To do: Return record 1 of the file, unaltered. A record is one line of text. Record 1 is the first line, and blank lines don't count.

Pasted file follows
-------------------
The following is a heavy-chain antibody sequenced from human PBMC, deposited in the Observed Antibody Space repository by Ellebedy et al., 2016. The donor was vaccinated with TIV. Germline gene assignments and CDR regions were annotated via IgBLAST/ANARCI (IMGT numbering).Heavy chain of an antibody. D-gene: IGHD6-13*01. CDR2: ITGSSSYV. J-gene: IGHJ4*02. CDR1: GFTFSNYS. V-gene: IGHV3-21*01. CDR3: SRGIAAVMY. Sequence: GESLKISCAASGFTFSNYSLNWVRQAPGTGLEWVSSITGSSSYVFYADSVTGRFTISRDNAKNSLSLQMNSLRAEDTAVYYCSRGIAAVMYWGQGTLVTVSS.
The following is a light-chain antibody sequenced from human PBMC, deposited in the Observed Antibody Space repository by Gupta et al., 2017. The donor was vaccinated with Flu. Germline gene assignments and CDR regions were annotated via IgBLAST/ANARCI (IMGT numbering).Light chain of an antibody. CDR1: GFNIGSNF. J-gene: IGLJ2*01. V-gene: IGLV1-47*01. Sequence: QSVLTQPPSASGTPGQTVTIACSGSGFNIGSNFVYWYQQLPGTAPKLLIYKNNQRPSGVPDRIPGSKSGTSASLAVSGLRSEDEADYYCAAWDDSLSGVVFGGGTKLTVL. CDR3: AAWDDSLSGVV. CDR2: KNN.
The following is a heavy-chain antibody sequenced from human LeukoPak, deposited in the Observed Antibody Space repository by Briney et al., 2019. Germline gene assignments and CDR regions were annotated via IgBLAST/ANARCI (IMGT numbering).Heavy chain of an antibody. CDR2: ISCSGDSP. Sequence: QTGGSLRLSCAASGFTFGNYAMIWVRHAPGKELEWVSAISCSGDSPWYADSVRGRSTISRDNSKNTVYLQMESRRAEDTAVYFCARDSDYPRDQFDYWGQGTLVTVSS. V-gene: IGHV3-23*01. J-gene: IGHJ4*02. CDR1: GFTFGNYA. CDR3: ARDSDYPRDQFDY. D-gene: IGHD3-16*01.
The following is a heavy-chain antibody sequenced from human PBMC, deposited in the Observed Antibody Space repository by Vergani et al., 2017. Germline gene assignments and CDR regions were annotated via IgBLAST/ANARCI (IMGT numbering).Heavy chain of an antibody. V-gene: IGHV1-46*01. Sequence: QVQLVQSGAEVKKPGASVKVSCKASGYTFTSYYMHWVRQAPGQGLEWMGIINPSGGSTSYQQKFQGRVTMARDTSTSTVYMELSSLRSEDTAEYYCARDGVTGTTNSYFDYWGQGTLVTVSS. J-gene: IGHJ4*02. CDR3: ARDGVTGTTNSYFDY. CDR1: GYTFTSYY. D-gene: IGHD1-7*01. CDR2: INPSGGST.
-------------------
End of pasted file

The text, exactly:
The following is a heavy-chain antibody sequenced from human PBMC, deposited in the Observed Antibody Space repository by Ellebedy et al., 2016. The donor was vaccinated with TIV. Germline gene assignments and CDR regions were annotated via IgBLAST/ANARCI (IMGT numbering).Heavy chain of an antibody. D-gene: IGHD6-13*01. CDR2: ITGSSSYV. J-gene: IGHJ4*02. CDR1: GFTFSNYS. V-gene: IGHV3-21*01. CDR3: SRGIAAVMY. Sequence: GESLKISCAASGFTFSNYSLNWVRQAPGTGLEWVSSITGSSSYVFYADSVTGRFTISRDNAKNSLSLQMNSLRAEDTAVYYCSRGIAAVMYWGQGTLVTVSS.